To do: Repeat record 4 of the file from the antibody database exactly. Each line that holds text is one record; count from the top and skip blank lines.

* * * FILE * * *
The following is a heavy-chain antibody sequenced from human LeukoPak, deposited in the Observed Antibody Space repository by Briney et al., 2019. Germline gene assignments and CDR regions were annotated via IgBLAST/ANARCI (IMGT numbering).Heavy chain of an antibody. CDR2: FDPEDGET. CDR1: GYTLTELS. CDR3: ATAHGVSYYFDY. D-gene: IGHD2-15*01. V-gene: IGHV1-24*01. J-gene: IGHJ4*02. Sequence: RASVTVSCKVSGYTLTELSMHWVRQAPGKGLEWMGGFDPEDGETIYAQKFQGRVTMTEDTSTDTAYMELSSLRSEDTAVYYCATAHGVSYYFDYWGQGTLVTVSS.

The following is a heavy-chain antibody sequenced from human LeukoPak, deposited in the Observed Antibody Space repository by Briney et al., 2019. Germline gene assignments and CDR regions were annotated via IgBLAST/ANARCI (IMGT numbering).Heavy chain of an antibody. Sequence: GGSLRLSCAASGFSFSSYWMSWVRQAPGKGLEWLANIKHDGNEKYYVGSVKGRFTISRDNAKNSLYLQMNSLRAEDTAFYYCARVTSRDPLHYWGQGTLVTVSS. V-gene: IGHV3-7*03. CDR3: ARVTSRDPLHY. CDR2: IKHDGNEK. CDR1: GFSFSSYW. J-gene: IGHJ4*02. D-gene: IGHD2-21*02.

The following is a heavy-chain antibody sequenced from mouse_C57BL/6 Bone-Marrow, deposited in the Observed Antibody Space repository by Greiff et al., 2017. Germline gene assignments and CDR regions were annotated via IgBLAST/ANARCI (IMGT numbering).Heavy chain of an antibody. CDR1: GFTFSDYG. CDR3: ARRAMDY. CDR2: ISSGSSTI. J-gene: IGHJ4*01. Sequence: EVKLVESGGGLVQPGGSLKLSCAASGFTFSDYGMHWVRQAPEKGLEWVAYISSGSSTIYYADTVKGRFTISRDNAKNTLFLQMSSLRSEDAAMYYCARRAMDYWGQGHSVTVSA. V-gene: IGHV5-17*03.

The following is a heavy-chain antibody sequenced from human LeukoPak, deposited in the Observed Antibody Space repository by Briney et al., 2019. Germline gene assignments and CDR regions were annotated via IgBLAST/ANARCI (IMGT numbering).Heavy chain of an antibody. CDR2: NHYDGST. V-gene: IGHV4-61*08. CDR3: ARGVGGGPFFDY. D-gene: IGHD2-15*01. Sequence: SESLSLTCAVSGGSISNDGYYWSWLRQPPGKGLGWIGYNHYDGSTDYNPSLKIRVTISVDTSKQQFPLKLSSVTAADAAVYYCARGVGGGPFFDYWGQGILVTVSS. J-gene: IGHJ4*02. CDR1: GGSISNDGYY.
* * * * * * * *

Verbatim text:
The following is a heavy-chain antibody sequenced from human LeukoPak, deposited in the Observed Antibody Space repository by Briney et al., 2019. Germline gene assignments and CDR regions were annotated via IgBLAST/ANARCI (IMGT numbering).Heavy chain of an antibody. CDR2: NHYDGST. V-gene: IGHV4-61*08. CDR3: ARGVGGGPFFDY. D-gene: IGHD2-15*01. Sequence: SESLSLTCAVSGGSISNDGYYWSWLRQPPGKGLGWIGYNHYDGSTDYNPSLKIRVTISVDTSKQQFPLKLSSVTAADAAVYYCARGVGGGPFFDYWGQGILVTVSS. J-gene: IGHJ4*02. CDR1: GGSISNDGYY.